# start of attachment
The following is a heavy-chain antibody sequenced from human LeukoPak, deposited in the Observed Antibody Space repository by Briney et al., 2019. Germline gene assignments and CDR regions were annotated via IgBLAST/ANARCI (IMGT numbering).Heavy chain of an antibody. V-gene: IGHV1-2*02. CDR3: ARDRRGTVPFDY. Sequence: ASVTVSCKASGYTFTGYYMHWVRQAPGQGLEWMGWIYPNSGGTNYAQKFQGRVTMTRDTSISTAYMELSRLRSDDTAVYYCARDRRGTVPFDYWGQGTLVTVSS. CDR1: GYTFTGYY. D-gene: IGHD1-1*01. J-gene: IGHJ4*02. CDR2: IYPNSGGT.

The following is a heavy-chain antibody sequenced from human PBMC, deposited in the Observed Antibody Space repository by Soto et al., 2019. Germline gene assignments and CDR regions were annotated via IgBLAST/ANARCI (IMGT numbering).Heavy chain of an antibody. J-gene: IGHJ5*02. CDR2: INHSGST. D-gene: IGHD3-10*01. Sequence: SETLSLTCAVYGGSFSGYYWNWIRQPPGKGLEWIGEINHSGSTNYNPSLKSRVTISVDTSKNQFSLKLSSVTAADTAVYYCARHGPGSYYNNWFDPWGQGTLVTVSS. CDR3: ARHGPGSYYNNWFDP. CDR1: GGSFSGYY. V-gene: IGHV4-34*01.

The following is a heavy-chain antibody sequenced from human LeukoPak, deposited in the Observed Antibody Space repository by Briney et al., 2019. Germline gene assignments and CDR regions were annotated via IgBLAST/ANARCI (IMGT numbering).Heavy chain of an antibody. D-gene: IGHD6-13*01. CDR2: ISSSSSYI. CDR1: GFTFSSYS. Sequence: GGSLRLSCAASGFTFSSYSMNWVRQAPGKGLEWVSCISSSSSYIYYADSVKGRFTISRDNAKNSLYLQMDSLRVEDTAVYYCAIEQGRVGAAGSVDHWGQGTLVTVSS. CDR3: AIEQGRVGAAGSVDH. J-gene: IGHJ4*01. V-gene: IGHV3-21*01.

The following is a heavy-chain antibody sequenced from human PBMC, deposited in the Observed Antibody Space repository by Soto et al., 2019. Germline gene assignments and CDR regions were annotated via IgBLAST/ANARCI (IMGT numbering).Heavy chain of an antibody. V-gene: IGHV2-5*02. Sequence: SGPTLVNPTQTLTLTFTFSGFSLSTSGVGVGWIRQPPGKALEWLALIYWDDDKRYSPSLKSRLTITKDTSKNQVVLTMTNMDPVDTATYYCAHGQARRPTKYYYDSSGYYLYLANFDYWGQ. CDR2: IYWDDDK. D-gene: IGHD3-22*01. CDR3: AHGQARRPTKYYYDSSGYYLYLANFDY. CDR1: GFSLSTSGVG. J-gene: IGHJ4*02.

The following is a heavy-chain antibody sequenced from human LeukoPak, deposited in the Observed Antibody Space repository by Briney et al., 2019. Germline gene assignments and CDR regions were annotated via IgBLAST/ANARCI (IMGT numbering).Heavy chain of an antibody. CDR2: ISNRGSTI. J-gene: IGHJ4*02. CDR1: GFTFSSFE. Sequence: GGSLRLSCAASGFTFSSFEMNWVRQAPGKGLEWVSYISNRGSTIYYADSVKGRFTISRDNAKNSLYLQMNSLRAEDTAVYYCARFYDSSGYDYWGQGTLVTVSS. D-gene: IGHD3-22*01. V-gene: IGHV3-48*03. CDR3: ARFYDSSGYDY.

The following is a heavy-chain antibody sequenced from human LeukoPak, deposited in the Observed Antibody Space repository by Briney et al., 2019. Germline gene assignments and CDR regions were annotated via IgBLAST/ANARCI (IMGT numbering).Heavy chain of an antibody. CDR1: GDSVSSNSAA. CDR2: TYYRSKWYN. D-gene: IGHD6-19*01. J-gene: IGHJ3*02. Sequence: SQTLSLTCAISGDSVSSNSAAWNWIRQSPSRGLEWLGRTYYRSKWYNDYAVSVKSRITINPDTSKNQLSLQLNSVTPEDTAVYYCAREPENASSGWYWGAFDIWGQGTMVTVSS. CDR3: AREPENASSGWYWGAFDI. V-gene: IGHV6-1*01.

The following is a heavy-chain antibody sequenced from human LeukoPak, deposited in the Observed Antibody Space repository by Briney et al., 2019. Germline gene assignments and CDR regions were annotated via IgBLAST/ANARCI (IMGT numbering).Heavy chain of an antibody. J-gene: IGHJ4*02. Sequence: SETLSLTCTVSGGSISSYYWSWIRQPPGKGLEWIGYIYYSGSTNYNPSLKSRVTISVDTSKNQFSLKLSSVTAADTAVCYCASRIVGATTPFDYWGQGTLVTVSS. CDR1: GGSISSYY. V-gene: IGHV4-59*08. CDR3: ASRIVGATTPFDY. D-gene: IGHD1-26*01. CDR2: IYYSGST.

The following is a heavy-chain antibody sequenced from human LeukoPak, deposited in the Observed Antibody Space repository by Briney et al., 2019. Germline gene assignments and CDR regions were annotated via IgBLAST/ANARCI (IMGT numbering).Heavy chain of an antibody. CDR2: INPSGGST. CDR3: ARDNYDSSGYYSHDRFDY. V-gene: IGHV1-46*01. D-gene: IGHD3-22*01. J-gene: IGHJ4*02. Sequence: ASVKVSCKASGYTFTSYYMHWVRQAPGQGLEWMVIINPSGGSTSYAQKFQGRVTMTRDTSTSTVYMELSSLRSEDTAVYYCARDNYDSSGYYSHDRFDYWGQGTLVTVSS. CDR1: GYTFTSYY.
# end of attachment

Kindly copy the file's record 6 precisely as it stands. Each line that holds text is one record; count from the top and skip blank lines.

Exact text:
The following is a heavy-chain antibody sequenced from human LeukoPak, deposited in the Observed Antibody Space repository by Briney et al., 2019. Germline gene assignments and CDR regions were annotated via IgBLAST/ANARCI (IMGT numbering).Heavy chain of an antibody. CDR1: GDSVSSNSAA. CDR2: TYYRSKWYN. D-gene: IGHD6-19*01. J-gene: IGHJ3*02. Sequence: SQTLSLTCAISGDSVSSNSAAWNWIRQSPSRGLEWLGRTYYRSKWYNDYAVSVKSRITINPDTSKNQLSLQLNSVTPEDTAVYYCAREPENASSGWYWGAFDIWGQGTMVTVSS. CDR3: AREPENASSGWYWGAFDI. V-gene: IGHV6-1*01.